Study Guide

Having a Coke with You Summary

By Frank O'Hara

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Having a Coke with You Summary

The speaker is talking to you. Hey! Yeah, you! Listen up! Don't worry, though. He's being nice.

He tells you that having a coke with you is just tons of fun. It is so fun, in fact, that it makes taking a European vacation look like a trip to the dentist (no offense, all you aspiring dentists out there). Specifically, it's more fun that visiting cool, seaside cities in the Basque country (north Spain/south France), and even more fun than feeling queasy in a beautiful neighborhood in Barcelona, Spain. (We guess that it's such a great area that even getting sick must be a blast.)

So, why is enjoying a carbonated beverage in your company so great? Well, in part it's because you look like an improved version of Saint Sebastian, partly because the speaker loves you (awww), partly because you love yogurt (no, not frogurt), and partly because you share secret smiles with each other. In a nutshell, the speaker's feelings for you are best summed up by the Carpenters.

All this lovey-dovey sets the speaker to thinkin'. You guys are so in love that statues are like… weird to him. How can anything be that still and defined, the speaker wants to know, when it seems like you guys are floating "back and forth / between each other"? And when he goes to the portrait show, everything he sees just looks like, well, paint, and seems pointless, compared to looking at you. Swoon.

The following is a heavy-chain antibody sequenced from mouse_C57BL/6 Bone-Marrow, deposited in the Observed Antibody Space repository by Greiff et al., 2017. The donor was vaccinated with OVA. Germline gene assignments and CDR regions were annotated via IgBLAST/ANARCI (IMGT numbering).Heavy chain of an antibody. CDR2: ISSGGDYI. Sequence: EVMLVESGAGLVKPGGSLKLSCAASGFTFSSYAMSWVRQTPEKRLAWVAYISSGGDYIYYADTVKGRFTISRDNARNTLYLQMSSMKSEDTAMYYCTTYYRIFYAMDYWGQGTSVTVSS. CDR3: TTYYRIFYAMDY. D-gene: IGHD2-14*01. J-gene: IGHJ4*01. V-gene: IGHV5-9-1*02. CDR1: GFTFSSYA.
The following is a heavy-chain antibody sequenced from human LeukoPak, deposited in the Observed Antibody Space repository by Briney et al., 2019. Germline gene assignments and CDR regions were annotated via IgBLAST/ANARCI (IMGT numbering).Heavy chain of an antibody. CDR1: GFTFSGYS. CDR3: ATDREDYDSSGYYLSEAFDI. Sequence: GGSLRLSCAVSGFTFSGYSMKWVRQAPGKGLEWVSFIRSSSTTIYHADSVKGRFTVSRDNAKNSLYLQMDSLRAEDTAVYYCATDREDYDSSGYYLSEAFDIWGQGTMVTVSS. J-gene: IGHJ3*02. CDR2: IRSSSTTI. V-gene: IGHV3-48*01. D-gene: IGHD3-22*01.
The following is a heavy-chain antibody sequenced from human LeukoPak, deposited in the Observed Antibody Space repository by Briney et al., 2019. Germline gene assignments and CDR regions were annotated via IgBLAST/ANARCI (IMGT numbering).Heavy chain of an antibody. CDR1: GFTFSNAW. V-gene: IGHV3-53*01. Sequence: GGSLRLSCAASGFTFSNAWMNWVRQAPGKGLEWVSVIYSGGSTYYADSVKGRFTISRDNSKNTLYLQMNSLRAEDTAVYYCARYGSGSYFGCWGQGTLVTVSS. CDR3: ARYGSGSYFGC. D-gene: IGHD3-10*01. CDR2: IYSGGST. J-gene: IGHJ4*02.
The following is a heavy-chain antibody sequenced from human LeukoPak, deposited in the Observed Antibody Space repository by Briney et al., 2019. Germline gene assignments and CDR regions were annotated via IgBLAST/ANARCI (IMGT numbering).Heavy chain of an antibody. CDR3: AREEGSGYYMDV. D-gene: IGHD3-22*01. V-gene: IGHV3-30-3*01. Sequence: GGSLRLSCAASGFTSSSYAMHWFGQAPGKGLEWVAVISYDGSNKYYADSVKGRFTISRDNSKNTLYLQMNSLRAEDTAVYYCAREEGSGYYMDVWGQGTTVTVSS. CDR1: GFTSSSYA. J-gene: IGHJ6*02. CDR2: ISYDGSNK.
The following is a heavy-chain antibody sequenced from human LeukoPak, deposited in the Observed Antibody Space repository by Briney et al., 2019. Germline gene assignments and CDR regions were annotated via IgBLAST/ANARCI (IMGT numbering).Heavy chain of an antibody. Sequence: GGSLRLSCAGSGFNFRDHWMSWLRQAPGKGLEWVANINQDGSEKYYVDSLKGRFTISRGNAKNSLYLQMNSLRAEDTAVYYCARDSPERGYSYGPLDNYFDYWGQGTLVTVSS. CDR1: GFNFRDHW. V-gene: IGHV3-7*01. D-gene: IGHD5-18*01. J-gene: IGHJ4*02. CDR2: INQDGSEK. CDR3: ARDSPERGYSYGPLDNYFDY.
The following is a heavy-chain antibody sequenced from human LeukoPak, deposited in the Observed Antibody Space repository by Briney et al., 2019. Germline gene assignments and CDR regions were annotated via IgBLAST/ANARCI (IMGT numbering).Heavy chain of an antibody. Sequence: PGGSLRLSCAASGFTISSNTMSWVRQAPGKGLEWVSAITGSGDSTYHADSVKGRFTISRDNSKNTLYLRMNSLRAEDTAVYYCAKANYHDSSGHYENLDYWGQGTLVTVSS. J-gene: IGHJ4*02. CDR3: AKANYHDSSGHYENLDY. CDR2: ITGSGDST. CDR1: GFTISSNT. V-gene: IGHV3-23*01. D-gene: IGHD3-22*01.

You know what? The speaker would rather admire you than all the portraits in the world. Welllll, except for maybe "The Polish Rider," (what do you think?), but only on occasion. The speaker's happy that you haven't seen this painting in person yet, because that means when you when you do see it for the first time, you can see it together. Also, you move more beautifully than any moving figures that have been painted (like the famous one in "Nude Descending a Staircase") or drawn, even by Leonardo or Michelangelo. Come to think of it, all those Impressionist painters (like Monet and Degas) really aren't that great, considering that they never got you to pose for them. And the sculptor Marino Marini is also overblown, because his famous sculptures of riders on horses focus more on the horse than the person.

To the speaker, all of these artists seem to have missed out on "some marvelous experience," but not this guy. He's knows a wonderful thing when it's happening to him, like having a coke with you. And that's why he's just told you about it. (Could anything be sweeter? Only this bucket of bathing baby sloths.)

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